This has set a chilling effect over the financial value of
Rural Living zoned properties that has depressed real estate values as no one knows
if a huge industrial solar complex or 600-foot wind towers might be built on adjacent
parcels. Real estate brokers are required to disclose such significant problems
to potential buyers.
Placement of industrial solar and wind do create temporary jobs,
many for those residing outside San Bernardino county; and they do temporarily boost the economy
of nearby towns with lodging and food for the workers; however, industrial alternative power
facilities are largely exempt from property taxes and they depreciate the value of adjacent
and nearby parcels for residential use and scar the landscape for tourism.
The state of California, under Visit California, spends
many millions of dollars each year promoting tourism. A portion of that
money is directed to the Inland Empire to attract tourists to the wide open deserts
and their scenic vistas. Tourism represents a growing, significant on-going
revenue stream to the county. Industrialized alternative energy projects do not;
rather, they are highly counterproductive to tourism.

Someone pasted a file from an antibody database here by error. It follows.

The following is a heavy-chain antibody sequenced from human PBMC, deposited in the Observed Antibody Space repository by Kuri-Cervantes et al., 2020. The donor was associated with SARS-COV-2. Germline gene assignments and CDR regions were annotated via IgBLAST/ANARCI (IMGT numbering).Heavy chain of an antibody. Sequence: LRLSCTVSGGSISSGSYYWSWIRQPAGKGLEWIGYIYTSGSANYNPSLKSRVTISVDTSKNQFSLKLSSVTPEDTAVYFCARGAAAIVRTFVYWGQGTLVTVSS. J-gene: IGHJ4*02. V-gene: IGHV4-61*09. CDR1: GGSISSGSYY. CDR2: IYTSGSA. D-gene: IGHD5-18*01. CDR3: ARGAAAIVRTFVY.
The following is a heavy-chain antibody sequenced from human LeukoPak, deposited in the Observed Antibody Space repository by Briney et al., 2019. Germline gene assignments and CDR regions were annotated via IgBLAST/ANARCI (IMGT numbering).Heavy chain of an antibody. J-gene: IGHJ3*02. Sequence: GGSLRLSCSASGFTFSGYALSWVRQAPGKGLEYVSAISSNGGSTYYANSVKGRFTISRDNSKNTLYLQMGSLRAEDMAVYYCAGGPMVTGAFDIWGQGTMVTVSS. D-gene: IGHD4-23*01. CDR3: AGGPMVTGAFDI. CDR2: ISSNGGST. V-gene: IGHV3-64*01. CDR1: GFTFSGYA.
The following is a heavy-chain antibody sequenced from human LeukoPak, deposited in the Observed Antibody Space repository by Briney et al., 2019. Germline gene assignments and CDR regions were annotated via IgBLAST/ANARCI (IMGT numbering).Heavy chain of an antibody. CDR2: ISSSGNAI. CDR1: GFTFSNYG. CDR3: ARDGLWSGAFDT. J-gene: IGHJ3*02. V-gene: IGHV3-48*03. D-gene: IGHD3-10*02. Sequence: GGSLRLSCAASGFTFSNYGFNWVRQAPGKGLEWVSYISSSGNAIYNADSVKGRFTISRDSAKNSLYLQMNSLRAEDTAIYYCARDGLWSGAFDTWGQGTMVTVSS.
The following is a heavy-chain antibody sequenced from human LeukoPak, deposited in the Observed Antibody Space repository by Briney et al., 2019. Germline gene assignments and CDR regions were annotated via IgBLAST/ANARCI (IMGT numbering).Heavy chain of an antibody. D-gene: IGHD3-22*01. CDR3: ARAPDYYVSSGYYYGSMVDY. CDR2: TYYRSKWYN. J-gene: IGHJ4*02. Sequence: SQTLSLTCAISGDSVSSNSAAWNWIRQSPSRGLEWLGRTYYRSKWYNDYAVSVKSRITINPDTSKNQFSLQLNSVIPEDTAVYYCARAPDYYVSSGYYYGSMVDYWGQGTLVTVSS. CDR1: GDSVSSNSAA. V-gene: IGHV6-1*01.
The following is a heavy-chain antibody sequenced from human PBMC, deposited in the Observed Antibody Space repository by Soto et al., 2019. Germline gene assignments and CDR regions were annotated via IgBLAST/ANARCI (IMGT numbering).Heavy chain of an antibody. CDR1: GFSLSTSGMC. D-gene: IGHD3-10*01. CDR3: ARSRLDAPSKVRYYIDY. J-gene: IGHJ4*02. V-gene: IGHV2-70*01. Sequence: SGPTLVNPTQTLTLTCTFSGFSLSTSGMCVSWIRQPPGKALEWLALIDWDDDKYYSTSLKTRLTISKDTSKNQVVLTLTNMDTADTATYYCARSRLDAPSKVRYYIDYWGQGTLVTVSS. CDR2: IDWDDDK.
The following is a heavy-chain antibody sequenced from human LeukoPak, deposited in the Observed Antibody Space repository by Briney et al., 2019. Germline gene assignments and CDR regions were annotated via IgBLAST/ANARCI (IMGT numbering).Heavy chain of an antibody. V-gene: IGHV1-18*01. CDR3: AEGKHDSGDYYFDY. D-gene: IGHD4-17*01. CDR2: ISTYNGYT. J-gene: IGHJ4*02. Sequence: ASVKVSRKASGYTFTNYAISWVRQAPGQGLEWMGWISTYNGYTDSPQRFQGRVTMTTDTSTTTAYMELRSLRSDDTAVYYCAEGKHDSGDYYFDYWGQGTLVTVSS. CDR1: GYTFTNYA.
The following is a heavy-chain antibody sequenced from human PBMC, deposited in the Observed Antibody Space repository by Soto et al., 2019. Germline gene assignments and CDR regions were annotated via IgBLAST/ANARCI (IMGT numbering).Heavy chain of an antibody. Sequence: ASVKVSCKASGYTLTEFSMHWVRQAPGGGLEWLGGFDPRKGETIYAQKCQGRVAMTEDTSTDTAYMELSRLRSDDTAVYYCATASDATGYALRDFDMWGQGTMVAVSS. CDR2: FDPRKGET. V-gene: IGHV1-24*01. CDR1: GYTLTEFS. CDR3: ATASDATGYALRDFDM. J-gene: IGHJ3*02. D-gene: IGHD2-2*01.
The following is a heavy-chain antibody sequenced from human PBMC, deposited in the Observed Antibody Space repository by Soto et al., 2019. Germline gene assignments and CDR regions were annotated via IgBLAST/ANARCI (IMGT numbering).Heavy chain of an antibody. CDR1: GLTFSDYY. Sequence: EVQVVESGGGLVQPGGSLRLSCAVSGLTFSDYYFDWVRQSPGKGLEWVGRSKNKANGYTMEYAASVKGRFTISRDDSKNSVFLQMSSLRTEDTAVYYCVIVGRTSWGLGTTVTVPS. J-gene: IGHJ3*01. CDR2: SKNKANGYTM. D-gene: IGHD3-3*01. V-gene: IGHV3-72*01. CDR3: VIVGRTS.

Despite the sheer magnitude of the DRECP and its potentially devastating
impact upon Newberry Springs, and despite many media stories about the upcoming October 29, 2014
public meeting in Victorville, the Newberry CSD board at its October 28 general board meeting,
did not seem to be aware of what DRECP stood for. This is despite the fact that the plan has
been worked on for seven years. And the Blotter doing a blog on it on April 20, 2013
The narrators at the public discussion in Victorville
repeatedly commented that public
input was welcomed and valued; however, words from the podium throughout the meeting sounded like
sales pitches and not an open mind to the many flaws contained within the plan.
Pictured (left) is Barstow resident Bob Conaway, who as a public speaker
called the DRECP a sham that would likely be approved by low level government employees fearing
for their jobs.
The DRECP comprises the majority of San Bernardino county's
desert and includes much of the First and Third Supervisor Districts. The two
supervisor seats are held by Supervisors Robert A. Lovingood and James Ramos who have
voted inconsistantly on protecting the desert, its residents, viewscapes, habitat, and
following the laws of CEQA.
The preferred alternate plan does involve much less land than the
other alternatives and does remove much of the Bureau of Land Management's land from development;
but the development emphasis is shifted to private county land. With the Land Use Services
Department fully supporting the
contained in the county's San Bernardino County Partnership for Renewable
Energy & Conservation (SPARC) plan; and with the unpredictability of the Board of
Supervisors standing-up for the citizens of the county, there is reason not to sleep well.
Related past blogs:
Federal & State "Conservation Plan" guts environmental protections. - 4/20/13